Sunday, July 21, 2024

How Mexico protects transgender rights in the workplace

The first major protections for LGBTQ+ people in the workplace in Mexico came in 2016, thanks to a program called Mejores Lugares para Trabajar LGBTQ+ (Better Workplaces for LGBTQ+). This initiative was founded by the Washington D.C. based Human Rights Campaign Foundation (HRC). But what rights are available to transgender employees in the workplace today?

To determine whether a company is LGBTQ+ friendly, HRC evaluates three aspects. The first is the adoption of non-discrimination policies. The second is the creation of employee groups or councils that work internally on diversity and inclusion. Thirdly, companies are required to participate in public activities to support LGBTQ+ inclusion.

Trans rights
Trans rights are developing in Mexico, but there is still some way to go to ensure equality in the country. (Mari Vlassi/Unsplash)

The 2023 edition introduced a requirement for training and skills development strategies for LGBTQ+ inclusion with an LGBTQ+ perspective for entry-level personnel, programs for leadership personnel and on an ongoing awareness training for all personnel.

After seven years of the program, the results of the 2024 index show overwhelming improvement. Three hundred and five employers are already participating, with a workforce of more than 1.5 million people across the country.

Since 2022, non-binary gender identities have become legal for ID cards and passports. These are now administrative processes before the civil registry in some states, although these are not yet available at a federal level. This recognition has meant that companies are now making efforts to accommodate the gender identities of their workers. 

Workplace issues facing transgender people

According to the National Survey on Sexual and Gender Diversity (Endiseg), more than 908,000 Mexicans identified as transgender. Of these, around 520,000 are trans men, with the remainder trans women.


“The likelihood of suffering some type of violence in the workplace is higher if people self-identify with an orientation or are higher if people self-identify as having a non-normative orientation or identity,” according to the Monthly Report on the Behavior of the Economy, June 2023, from National Commission on Minimum Wages (Conasami). Those who belong to the LGBT+ population are between 5 and 19% more likely to be denied a job. Trans women are the most affected, “with a probability of 18.8%,” the report states.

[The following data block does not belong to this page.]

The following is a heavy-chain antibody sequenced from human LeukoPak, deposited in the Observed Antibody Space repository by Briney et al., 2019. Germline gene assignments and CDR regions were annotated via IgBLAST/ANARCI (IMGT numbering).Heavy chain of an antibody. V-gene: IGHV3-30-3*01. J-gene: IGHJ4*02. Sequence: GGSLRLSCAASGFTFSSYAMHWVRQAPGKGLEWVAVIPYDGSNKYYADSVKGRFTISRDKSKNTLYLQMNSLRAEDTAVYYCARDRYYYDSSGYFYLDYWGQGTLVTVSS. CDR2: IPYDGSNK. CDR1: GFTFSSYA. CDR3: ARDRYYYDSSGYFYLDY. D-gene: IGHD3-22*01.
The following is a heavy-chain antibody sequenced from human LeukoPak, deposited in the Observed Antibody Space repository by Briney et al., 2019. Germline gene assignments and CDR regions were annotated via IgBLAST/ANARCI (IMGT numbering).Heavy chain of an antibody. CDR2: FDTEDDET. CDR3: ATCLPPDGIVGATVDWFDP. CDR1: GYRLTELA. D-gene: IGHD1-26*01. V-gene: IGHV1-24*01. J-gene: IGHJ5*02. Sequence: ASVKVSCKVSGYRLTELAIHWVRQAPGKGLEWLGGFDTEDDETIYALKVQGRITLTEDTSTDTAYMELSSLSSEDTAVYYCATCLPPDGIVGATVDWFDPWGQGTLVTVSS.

The questions asked by the “Best Places to Work LGBTQ+” program 

The 2025 edition includes in its questions key issues to accompany trans, queer and non-binary talent in workspaces. Businesses will be asked to demonstrate progress within the company in several ways:

  • To show that their human resources systems have at least three sex or gender options.
  • Whether there are internal surveys, questionnaires or internal measurement systems allowing employees to self identify and accurately express their sexual orientation and gender identity.
Morganna Love, trans woman
Morganna Love is a Mexican trans woman, actress and singer. Trans visibility is increasing in Mexico, with accommodations being made for those who identify outside the traditional gender binary. (Facebook)
  • To provide a legal protocol for the recognition of a change of name or gender of a person and to ensure that they do not lose any benefits accrued under their previous name and contract.
  • Provide policies to promote the use of preferred names and pronouns. Companies must also accommodate bathroom and dressing room choices and dress codes that accommodate all workers.

If you want to learn more about the HRC Equidad MX 2024 Report, you can find it here

What do you think of the employment challenges experienced by trans people in Mexico?

Camila Sánchez Bolaño is a journalist, feminist, bookseller, lecturer, and cultural promoter and is Editor in Chief of Newsweek en Español magazine.

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